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© Bristol University Press 2022

British Library Cataloguing in Publication Data

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ISBN 978-1-5292-2114-5 hardcover

ISBN 978-1-5292-2116-9 ePub

ISBN 978-1-5292-2117-6 ePdf

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  • List of Figures and Table vii

  • Notes on Contributors viii

  • Acknowledgements x

  • Series Editors’ Preface xi

  • Typographical Note xvi

  1. 1Introduction: Critical Engagement in South Africa and the Global South

    Andries Bezuidenhout, Sonwabile Mnwana and Karl von Holdt 1

  2. 2Critical Engagement and SWOP’s Changing Research Tradition

    Andries Bezuidenhout and Karl von Holdt 19

  3. 3Choosing Sides: The Promise and Pitfalls of a Critically Engaged Sociology in Apartheid South Africa

    Edward Webster 44

  4. 4The Decline of Labour Studies and the Democratic Transition

    Sakhela Buhlungu 61

  5. 5From ‘Critical Engagement’ to ‘Public Sociology’ and Back: A Critique from the South

    Karl von Holdt 78

  6. 6The Antinomies and Opportunities of Critical Engagement in South Africa’s Rural Mining Frontier

    Sonwabile Mnwana 106

  7. 7Sociological Engagement with the Struggle for a Just Transition in South Africa

    Jacklyn Cock 123

  8. 8Feminist Participatory Action Research in African Sex Work Studies

    Ntokozo Yingwana 144

  9. 9Participatory Action Research for Food Justice in Johannesburg: Seeking a More Immediate Impact for Engaged Research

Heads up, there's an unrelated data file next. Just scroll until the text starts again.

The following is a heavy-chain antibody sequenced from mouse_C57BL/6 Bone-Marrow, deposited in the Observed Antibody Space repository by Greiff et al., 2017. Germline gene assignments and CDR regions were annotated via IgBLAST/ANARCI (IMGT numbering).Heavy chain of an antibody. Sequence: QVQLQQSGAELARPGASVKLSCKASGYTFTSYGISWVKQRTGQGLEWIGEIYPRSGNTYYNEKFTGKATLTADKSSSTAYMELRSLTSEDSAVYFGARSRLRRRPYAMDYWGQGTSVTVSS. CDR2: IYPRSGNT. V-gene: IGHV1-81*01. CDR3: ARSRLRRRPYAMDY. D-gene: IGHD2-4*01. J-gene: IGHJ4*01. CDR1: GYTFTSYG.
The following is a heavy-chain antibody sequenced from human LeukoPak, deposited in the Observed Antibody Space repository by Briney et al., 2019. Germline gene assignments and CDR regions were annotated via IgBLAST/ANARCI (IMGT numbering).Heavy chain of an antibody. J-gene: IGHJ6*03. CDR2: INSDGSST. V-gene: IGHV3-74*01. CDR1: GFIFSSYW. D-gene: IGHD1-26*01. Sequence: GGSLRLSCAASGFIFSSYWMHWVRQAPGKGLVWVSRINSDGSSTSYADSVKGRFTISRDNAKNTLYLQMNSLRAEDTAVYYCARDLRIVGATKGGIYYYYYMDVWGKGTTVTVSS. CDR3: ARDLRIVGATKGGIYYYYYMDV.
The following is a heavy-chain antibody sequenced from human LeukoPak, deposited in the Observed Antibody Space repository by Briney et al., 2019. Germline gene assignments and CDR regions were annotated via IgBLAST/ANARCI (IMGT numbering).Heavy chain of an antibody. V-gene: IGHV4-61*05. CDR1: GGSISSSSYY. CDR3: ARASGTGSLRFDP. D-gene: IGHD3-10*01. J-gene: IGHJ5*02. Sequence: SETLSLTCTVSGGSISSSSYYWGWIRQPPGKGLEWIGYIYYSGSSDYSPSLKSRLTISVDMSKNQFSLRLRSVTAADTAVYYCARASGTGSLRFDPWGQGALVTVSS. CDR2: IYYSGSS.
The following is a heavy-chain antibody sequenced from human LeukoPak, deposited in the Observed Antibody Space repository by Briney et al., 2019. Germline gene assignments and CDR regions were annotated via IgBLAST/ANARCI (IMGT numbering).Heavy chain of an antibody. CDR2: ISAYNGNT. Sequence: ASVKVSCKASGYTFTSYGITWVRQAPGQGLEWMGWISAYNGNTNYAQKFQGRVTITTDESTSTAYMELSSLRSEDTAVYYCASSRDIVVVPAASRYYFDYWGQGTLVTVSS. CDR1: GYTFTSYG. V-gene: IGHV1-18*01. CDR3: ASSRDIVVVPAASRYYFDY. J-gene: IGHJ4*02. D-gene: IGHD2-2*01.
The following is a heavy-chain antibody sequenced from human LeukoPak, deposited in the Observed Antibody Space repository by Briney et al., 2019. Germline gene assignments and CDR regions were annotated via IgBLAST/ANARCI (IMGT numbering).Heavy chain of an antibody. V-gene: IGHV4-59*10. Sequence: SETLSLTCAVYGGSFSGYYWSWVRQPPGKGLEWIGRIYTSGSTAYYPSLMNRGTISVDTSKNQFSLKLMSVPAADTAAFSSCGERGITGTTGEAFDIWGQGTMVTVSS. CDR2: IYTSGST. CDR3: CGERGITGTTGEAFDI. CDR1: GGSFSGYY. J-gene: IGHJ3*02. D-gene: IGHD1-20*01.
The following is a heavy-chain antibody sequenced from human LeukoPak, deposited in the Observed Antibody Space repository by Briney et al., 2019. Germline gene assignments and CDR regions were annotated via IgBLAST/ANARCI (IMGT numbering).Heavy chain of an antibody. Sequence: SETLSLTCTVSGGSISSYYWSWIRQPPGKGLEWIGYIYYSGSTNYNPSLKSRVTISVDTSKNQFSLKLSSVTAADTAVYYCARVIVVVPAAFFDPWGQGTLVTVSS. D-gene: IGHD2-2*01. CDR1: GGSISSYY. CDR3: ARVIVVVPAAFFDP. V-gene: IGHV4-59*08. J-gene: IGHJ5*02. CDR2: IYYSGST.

Brittany Kesselman 171

  10. 10Dilemmas and Issues Confronting Socially Engaged Research within Universities

    Aninka Claassens and Nokwanda Sihlali 192

  11. 11Experiences of Meetings and Cooperation between Academics and Unions: The Work Studies Group from the South (GETSUR)

    Dasten Julián Vejar 215

  12. 12Critically Engaged Sociology in Turkey and ‘Sociology across the South’

    Ercüment Çelik 235

  13. 13Reflections on Critical Engagement

    Michael Burawoy 256

  14. 14Conclusion: Towards a Southern Sociology

    Karl von Holdt 265

List of Figures and Table


  1. 8.1Daniel’s body map 158
  2. 8.2Anika’s body map 159
  3. 8.3Sanyu’s body map 162
  4. 10.1LARC’s theory of change 195
  5. 11.1Map of the Araucanía region 219


  1. 7.1Summary of the differences between the two approaches 139

Notes on Contributors

  • Andries Bezuidenhout is Professor of Development Studies at the University of Fort Hare, South Africa.

  • Sakhela Buhlungu is Vice Chancellor of the University of Fort Hare, South Africa.

  • Michael Burawoy is Professor of Sociology at the University of California, Berkeley, US.

  • Ercüment Çelik is with the Institut für Soziologie, Albert-Ludwigs-Universität Freiburg (Institute for Sociology, Albert Ludwigs University, Freiburg), Germany.

  • Aninka Claassens founded the Land and Accountability Research Centre, University of Cape Town in South Africa and is now retired.

  • Jacklyn Cock is Professor Emerita in the Department of Sociology at the University of the Witwatersrand and an associate of the Society, Work and Politics Institute, South Africa.